Wrangling Dates & Time in Android

Dec 15 2022 · Kotlin 1.6.21, Android 13, IntelliJ 2022.1

Part 1: Wrangling Dates & Time in Android

02. Work With Instant

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Previous episode: 01. Understand the Differences Between Legacy Libraries & Date-Time API Next episode: 03. Use Duration, Period & ChronoUnit to Calculate Time
Transcript: 02. Work With Instant

[Slide 01 - Composition of an Instant] [//]

One of the most important classes of the Date-Time library is the Instant class. As you can see here, Instant defines 3 different things. The time, the date, and the UTC which stands for Coordinated Universal Time**.** We can in fact see an Instant as a class that puts all these 3 things together.

[Slide 02 - Utility of an Instant] [//]

But what is really an Instant? Well, you can see an instant as a precise moment on the timeline. This could be nearly anything, an event tracked in the logs, the moment you received a message from a friend, or the exact time you had your first beer. It’s interesting to know that although the Instant class is based on the international standard ISO 8601, under the hood, it still uses the nanoseconds from the 1st January 1970.

Since we’re trying to represent a moment on the timeline, we need the parameters to define this exact moment. That’s why Instant defines the time and date of a moment. It’s crucial to know that it also defines a UTC but it’s always set to 0. This means you won’t be able to set any time zone or offset. Okay, now it’s time to get our hands dirty with some code.

Current Instant

As the first thing, let’s define an Instant. To do that we can simply use the static method now. In this way, you get the current moment in time. So let’s write:

val currentInstant = Instant.now()

and we can print it, so:

println("currentInstant: $currentInstant")

So, let’s run the code. In the logs, we got the current moment in ISO 8601.

  • We have today’s date.
  • You can see the time after the T.
  • And if we take a closer look you are going to see a letter “Z” at the end of printing. This means we’re using the default time zone with the UTC set to 0.

Adding and Subtracting Time

Instant also provides methods to perform calculations. For example, we can add 10 hours to currentInstant. So let’s define another instance, which we call inTenHours.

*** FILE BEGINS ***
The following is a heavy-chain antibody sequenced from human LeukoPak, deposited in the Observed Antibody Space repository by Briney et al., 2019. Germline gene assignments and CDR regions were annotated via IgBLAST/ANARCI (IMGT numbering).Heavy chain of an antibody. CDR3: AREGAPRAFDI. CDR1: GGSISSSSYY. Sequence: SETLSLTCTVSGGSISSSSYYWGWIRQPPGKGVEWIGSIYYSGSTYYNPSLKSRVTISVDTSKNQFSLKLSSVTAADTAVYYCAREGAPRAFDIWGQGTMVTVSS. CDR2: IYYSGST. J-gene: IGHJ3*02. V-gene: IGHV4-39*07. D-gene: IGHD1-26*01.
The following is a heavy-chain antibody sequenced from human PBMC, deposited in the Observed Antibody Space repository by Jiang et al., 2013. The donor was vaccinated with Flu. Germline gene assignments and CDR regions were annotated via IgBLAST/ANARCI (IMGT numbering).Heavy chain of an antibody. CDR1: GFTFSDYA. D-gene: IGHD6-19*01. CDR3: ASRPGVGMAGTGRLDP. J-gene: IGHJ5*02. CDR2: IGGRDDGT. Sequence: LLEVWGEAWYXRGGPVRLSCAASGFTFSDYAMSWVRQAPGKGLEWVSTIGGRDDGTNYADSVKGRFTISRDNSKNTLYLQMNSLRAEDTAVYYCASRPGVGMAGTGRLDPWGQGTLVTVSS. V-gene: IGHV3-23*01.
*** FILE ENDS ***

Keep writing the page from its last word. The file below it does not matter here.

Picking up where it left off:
The plus method wants 2 parameters. The first is the amount of time we want to sum, and the second is the unit of time we want to sum. In this example we want to sum 10 hours to the previous Instant, so can say 10 and HOURS.

val inTenMinutes = currentInstant.plus(10, ChronoUnit.HOURS)

To pass HOURS we relied on the ChronoUnit utility class which defines any time unit you’ll need. Now let’s sprint and run the code. As you can see we added 10 hours to the previous date.

Comparing two Dates

The Instant class defines other methods including isAfter. As you can imagine this function tells you what date is the most recent one. We can test this method on our previous instances. So write:

val isCurrentInstantAfterEpoch = currentInstant.isAfter(inTenHours)

And of course it’ll return false. Instant also defines the opposite method isBefore.

Parsing a Date and Making Calculations

Another interesting method is until. If you want to know how many days you’ve lived till now this is the method for you. First, you need to parse the date of your birthday. For this example we’ll take Marco as our case study. Marco was born on the 21 of December 2000.

val dateOfBirth = Instant.parse("2000-12-21T09:00:00.00Z")

Here the function will parse this string into an Instant object. Second we need to calculate the days.

As plus, the until method wants 2 parameters. The first is the Instant to compare, and the second is the unit of time we’ll use to compare the two instants.

val daysSinceBirth = dateOfBirth.until(Instant.now(), ChronoUnit.DAYS)

Notice this time we used the DAYS value. Let’s print and run the code.

println("daysSinceBirth: $daysSinceBirth")

And here we can find the days passed since Marco’s first breath.